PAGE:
20 July 2010


Friday evening, ice water in hand, I sat on a screened porch on La Gonave, watching the rain pour off the roof…that’s right, I said La Gonave, the small island which sits just off the coast of  the main island of Haiti. The move from Pignon had started out well—we managed to get all our suitcases and boxes into the plane, which I had been dubious about, and we had been able to say goodbye to some friends without being hassled by anyone to give them our stuff. (It’s a common problem in Pignon, since so many work teams that come give away all their stuff when they leave.)

I’m cruising along, in the front seat, which means I’ve got the only other headset. Mark is our pilot, and he’s done this flight about a million times, because he’s been in Haiti for 19 years. So I’m not really listening as he starts to talk to one of our other pilots about some weather that was forming over Port. He starts to become a bit more alert, and suddenly, I realize we’re taking a way I’ve not seen before. We flew down a steep canyon, and rain began to fall. Rain’s not usually a big deal for pilots, but as we drew closer to the storm, it looked like a thick, gray curtain hanging between us and our destination.

Coming out of the mountains, we begin to descend into the valley where Port-au-Prince sits, with the ocean on our right. He skirts the edge of the storm, then finally flies partly into it, to see if he can find a way through it. The windshield is suddenly engulfed in rain and cloud, and I’m forced to close my air vent to keep it out. That’s when my stomach began to speak up. I’m the sort of flier who enjoys being up, up, and away…as long as I can see the horizon. There’s no horizon in a cloud. Thankfully, there was also no way we could navigate in that mess, so we quickly found our way out of there.

Ten miles from Port-au-Prince, with no hope of landing, we ended up deviating to La Gonave. We barely beat the rain there, landing only about twenty minutes before it started…just enough time to pull my purse out of the cargo hold, take in the ocean for a moment, and head for cover. Mark called some friends who work with West Indies Self Help (WISH), and they were kind enough to come and get us.

If I thought the roads in Pignon were bad, they didn’t hold a candle to this. The joke was made that we spent as much time moving vertically as we did horizontally. A World Vision SUV whizzed by us, and I delightedly remembered that World Vision has a large population of sponsored kids on this island, which is one of the poorest parts of Haiti. I also noticed what I thought were painted spikes on the tops of their walls, but when I got closer, I realized that they were thousands of conch shells instead.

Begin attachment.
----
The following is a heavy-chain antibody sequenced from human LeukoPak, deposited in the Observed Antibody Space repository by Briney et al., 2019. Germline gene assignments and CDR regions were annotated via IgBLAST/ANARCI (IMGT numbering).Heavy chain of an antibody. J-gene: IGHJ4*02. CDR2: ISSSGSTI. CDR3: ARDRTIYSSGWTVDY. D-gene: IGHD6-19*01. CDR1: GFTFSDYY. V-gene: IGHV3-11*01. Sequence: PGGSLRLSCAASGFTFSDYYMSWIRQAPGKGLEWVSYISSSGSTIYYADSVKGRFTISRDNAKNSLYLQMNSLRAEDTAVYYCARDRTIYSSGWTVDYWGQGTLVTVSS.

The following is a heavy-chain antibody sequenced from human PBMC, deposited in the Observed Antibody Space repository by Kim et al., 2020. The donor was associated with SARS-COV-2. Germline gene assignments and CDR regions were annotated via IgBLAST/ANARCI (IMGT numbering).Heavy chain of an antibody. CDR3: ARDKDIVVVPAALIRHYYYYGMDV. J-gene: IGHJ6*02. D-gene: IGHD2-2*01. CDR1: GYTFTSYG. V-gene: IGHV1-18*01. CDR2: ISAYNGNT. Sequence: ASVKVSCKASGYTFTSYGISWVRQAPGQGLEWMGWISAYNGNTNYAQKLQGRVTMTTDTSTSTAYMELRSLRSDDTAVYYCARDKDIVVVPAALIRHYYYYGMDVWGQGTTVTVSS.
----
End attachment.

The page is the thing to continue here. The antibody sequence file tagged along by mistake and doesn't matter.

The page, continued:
We had dinner with the WISH folks, and they offered to put us up for the night. (Good thing, too—we had nowhere else to go!) They were also taking care of a Haitian baby named Rosie, whose mother was too sick with TB to take care of her. The orphanage in La Gonave isn’t really equipped for infants, and they’ve gone from 40 children to 60 children since the earthquake with only 12 staff. Rosie’s malnutrition was due to the fact that her six-year-old sister had been responsible for feeding her, because their mother was too weak. At sixteen-months-old, she fits comfortably in the six-month yellow onesie she’s wearing, as they attempt to feed her spaghetti and cheese biscuits. She can toddle along, if she’s got fingers to hold, but she’s still getting over a respiratory infection, among other things. I try to play with her a little, but she’s feeling shy.

The next morning, we explore the grounds better—there are more birds and varied kinds of vegetation on La Gonave than in Pignon, and I enjoy the smell of the salt air. After a delicious breakfast of baked oatmeal, we’re back down to the strip, watching John land with more fuel for us. It’s strange how something that could have been an inconvenience can end up feeling so refreshing.

Praise God for safe landings and for friends who take in strays. Thanks for praying for a safe move for us—we needed it more than you could know! We’re settling into our temporary housing here in Port; please continue to pray for a more permanent place to be found. David flies to Florida to get our shipment next Tuesday!


  1. Thank-you for sharing.I'm glad that God allowed you to have that experience. We will continue to pray for a more permanent place for you.

  2. Wow; exciting adventure! I'm especially picturing plunging into the cloud. :-)

  3. Grandpa & GrandmaWed Jul 21, 10:33:00 AM EST

    Glad you are safe and sound in Port au Prince. That was quite an adventure getting there.